Nokia and HTC win European patent ruling against Ipcom

The European Patent Office has revoked a patent which threatened to halt sales of HTC and Nokia phones in Germany.
Intellectual property licensor Ipcom had demanded a ban on the two smartphone makers' handsets after they refused to meet its terms.
The dispute centred on rights to a wireless technology developed by Bosch for a car telephone system, which it subsequently sold in 2007.
Ipcom said it would appeal the EPO's ruling.

"The patent will remain in effect until the EPO has made a final decision on this appeal," a spokesman told the BBC.
"As patent '100A' currently remains in effect, today's ruling has no impact on the already-initiated cease and desist orders against HTC."
However, HTC urged Ipcom to reconsider.
"This ruling undermines Ipcom's licence infringement claim against us. We trust Ipcom will now reconsider its opportunistic dispute with HTC and withdraw its legal action against us," said a spokeswoman.
Ipcom first challenged HTC in the German courts in 2009 and won. HTC appealed, but later dropped the case just as it was about to come to court last year.
Ipcom subsequently wrote to retailers and wholesalers demanding they stop selling HTC's 3G devices, threatening to sue if they refused.
Last Friday it also scored a legal victory against Nokia when a German court ruled that the Finnish firm had also infringed Ipcom's intellectual property.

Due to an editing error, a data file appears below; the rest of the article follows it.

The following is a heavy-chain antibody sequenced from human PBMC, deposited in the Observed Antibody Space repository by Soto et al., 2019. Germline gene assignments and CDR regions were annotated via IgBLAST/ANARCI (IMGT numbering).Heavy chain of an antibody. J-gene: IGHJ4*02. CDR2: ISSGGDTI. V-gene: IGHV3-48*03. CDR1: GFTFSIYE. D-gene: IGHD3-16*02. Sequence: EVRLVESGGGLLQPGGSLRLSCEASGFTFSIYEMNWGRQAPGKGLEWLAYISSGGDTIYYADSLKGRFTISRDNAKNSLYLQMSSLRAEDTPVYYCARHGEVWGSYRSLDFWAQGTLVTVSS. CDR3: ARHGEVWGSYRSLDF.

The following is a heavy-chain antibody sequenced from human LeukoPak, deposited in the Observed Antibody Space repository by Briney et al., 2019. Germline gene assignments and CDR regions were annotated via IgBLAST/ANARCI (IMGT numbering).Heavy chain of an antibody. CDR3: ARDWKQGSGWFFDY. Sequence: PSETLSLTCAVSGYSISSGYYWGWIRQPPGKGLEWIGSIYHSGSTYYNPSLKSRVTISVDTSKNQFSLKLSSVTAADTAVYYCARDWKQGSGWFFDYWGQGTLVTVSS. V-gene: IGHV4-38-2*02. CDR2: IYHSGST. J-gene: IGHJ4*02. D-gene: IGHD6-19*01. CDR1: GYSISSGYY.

Nokia said it wanted the ruling clarified, adding that it believed it only applied to old handsets, most of which it had stopped selling.
Things continued to go in Ipcom's favour on Tuesday when a judge ordered Deutsche Telekom and Vodafone to halt sales of devices that violated Ipcom's rights.
The latest ruling now threatens to undo its progress.
Ipcom said that its patent was ruled invalid because one of its features "may be too broad".
However, Rainer Osterwalder, the EPO's deputy spokesman said the office could not confirm the reasons for the action until the written findings had been published.
He added that if Ipcom did appeal it might be "years, rather than months" before the parties involved had a final ruling.
Paul Melin, vice president of intellectual property at Nokia, said: "So far, of 62 Ipcom patents that have come to judgment, none has been found valid as granted. Ipcom needs to recognise its position and end its unrealistic demands."


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